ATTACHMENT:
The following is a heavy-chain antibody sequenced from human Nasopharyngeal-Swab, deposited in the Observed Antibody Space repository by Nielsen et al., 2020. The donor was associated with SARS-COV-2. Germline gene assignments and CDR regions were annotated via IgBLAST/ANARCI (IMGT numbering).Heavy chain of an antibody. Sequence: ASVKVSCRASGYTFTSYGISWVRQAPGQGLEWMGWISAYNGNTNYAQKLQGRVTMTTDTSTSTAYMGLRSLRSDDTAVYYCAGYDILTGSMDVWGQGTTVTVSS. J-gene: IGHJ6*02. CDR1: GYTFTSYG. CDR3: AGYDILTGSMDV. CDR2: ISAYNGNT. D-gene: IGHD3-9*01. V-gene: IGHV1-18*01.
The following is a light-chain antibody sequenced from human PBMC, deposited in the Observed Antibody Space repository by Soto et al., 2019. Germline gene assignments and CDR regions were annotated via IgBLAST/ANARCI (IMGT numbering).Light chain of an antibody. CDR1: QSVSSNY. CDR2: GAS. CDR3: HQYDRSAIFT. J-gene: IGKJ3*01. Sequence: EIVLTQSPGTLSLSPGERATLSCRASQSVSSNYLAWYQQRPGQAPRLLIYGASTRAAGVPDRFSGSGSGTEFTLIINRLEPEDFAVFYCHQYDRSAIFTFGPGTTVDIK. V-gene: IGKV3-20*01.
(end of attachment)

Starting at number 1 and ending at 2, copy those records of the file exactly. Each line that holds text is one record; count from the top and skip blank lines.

The following is a heavy-chain antibody sequenced from human Nasopharyngeal-Swab, deposited in the Observed Antibody Space repository by Nielsen et al., 2020. The donor was associated with SARS-COV-2. Germline gene assignments and CDR regions were annotated via IgBLAST/ANARCI (IMGT numbering).Heavy chain of an antibody. Sequence: ASVKVSCRASGYTFTSYGISWVRQAPGQGLEWMGWISAYNGNTNYAQKLQGRVTMTTDTSTSTAYMGLRSLRSDDTAVYYCAGYDILTGSMDVWGQGTTVTVSS. J-gene: IGHJ6*02. CDR1: GYTFTSYG. CDR3: AGYDILTGSMDV. CDR2: ISAYNGNT. D-gene: IGHD3-9*01. V-gene: IGHV1-18*01.
The following is a light-chain antibody sequenced from human PBMC, deposited in the Observed Antibody Space repository by Soto et al., 2019. Germline gene assignments and CDR regions were annotated via IgBLAST/ANARCI (IMGT numbering).Light chain of an antibody. CDR1: QSVSSNY. CDR2: GAS. CDR3: HQYDRSAIFT. J-gene: IGKJ3*01. Sequence: EIVLTQSPGTLSLSPGERATLSCRASQSVSSNYLAWYQQRPGQAPRLLIYGASTRAAGVPDRFSGSGSGTEFTLIINRLEPEDFAVFYCHQYDRSAIFTFGPGTTVDIK. V-gene: IGKV3-20*01.